Well worth reading, as are the responses to the article, which defend and excoriate him. I had this to add, and apologize for its length:

1. I encounter a work of art, usually, before critics' takes on them, and form a reaction that, as far as it goes, usually persists after I read critics' views on it.
2. I find critics most valuable when they add a historical, personal, contextual or other perspective, making connections I hadn't--a synthetic, rather than analytic, exercise, and when they challenge my views, requiring that I rethink them and defend, modify or abandon them. I find them useless when their primary goal is to teach me their critical theories. (I'm aware that these aren't always as separable as I imply.)
3. Criticism loses its way when it becomes more self-referential than illuminating of the work. Warning signs include critics writing for other critics, a dismissal or even disdain for a potential broader audience outside the critical establishment or academy, diction increasingly impenetrable to outsiders, assumptions whose unquestioning acceptance is a necessary token of legitimacy in the critical enterprise. At this point, critics ossify the very culture they sometimes oppose, removing the rhetoric of opposition from broader discourse to an isolated work of a 'supercilious, out of touch self-appointed elite' easily resented, caricatured and dismissed by everybody else. And, too, they more easily mistake nonsense for serious thought, as in the Sokal hoax.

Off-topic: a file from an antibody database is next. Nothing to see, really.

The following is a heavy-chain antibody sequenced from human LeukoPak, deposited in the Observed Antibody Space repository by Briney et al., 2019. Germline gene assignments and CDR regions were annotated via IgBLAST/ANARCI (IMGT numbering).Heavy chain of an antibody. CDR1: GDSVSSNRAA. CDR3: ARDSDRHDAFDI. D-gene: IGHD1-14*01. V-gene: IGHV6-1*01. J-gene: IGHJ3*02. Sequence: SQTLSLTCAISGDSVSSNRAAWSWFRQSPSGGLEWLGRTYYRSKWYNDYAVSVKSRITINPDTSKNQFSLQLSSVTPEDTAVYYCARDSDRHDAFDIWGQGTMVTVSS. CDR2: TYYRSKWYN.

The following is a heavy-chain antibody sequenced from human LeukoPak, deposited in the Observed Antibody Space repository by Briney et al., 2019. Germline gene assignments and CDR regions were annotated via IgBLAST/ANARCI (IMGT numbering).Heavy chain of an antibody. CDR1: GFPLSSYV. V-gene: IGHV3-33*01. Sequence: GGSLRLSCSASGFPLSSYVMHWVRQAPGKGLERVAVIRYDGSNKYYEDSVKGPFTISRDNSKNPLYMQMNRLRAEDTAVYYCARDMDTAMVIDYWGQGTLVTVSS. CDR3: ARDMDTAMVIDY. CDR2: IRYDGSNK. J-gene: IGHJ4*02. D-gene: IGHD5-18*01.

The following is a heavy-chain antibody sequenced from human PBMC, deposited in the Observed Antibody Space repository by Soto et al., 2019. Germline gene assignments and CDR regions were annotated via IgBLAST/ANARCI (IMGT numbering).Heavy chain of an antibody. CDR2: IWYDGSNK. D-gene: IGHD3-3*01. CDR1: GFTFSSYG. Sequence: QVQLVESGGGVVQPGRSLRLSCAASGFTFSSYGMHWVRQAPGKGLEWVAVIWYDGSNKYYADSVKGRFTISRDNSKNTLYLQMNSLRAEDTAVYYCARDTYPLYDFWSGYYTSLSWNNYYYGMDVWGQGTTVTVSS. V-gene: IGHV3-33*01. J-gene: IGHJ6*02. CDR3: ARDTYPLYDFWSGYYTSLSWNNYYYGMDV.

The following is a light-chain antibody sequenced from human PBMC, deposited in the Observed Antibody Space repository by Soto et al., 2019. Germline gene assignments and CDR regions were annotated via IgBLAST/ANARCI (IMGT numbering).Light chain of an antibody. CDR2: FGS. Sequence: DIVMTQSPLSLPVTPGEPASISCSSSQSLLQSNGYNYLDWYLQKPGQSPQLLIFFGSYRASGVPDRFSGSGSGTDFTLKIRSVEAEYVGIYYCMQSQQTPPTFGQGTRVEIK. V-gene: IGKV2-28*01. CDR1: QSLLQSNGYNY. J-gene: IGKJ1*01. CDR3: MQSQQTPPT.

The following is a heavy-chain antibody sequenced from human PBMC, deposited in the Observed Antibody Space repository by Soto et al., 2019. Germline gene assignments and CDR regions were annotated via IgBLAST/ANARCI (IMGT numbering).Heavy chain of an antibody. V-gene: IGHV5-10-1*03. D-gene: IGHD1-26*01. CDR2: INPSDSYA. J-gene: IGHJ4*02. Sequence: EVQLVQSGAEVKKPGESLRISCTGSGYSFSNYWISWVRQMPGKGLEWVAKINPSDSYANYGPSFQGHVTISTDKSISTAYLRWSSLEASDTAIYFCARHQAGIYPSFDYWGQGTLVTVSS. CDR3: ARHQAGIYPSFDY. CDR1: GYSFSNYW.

4. When artists produce works mindful of their place in a community of critics more than in a larger society, they, too, become irrelevant and easily dismissed by all but a small group with little impact on the rest of us. The difference between Auden's 'poetry that makes nothing happen' and the role of, say, Akhmatova and Mandelstam in the Soviet Union, comes to mind, as does the sort of architecture that, for better or worse, Tom Wolfe's 'From Bauhaus to Our House' excoriated. A parallel in governance is regulatory capture, in which a regulator and the object of regulation form a common agenda, to the detriment of the public interest.